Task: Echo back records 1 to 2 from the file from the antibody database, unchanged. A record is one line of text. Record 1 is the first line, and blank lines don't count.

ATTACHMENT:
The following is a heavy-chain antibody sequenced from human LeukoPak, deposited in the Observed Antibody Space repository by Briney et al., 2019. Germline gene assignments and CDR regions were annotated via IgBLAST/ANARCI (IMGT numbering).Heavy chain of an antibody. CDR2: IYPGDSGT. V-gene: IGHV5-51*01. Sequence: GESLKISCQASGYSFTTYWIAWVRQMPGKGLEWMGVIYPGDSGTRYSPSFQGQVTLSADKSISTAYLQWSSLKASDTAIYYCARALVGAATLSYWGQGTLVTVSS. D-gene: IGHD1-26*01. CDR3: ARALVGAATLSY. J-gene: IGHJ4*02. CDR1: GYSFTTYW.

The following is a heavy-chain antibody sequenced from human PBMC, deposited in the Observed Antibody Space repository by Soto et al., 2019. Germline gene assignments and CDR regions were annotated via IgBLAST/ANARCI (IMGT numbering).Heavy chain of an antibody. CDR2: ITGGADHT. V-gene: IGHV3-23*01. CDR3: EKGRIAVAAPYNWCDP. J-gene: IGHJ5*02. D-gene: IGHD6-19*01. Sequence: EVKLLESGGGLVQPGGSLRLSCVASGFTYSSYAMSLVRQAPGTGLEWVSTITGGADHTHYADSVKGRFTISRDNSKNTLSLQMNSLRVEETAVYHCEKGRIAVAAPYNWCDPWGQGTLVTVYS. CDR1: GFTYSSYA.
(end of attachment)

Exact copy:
The following is a heavy-chain antibody sequenced from human LeukoPak, deposited in the Observed Antibody Space repository by Briney et al., 2019. Germline gene assignments and CDR regions were annotated via IgBLAST/ANARCI (IMGT numbering).Heavy chain of an antibody. CDR2: IYPGDSGT. V-gene: IGHV5-51*01. Sequence: GESLKISCQASGYSFTTYWIAWVRQMPGKGLEWMGVIYPGDSGTRYSPSFQGQVTLSADKSISTAYLQWSSLKASDTAIYYCARALVGAATLSYWGQGTLVTVSS. D-gene: IGHD1-26*01. CDR3: ARALVGAATLSY. J-gene: IGHJ4*02. CDR1: GYSFTTYW.

The following is a heavy-chain antibody sequenced from human PBMC, deposited in the Observed Antibody Space repository by Soto et al., 2019. Germline gene assignments and CDR regions were annotated via IgBLAST/ANARCI (IMGT numbering).Heavy chain of an antibody. CDR2: ITGGADHT. V-gene: IGHV3-23*01. CDR3: EKGRIAVAAPYNWCDP. J-gene: IGHJ5*02. D-gene: IGHD6-19*01. Sequence: EVKLLESGGGLVQPGGSLRLSCVASGFTYSSYAMSLVRQAPGTGLEWVSTITGGADHTHYADSVKGRFTISRDNSKNTLSLQMNSLRVEETAVYHCEKGRIAVAAPYNWCDPWGQGTLVTVYS. CDR1: GFTYSSYA.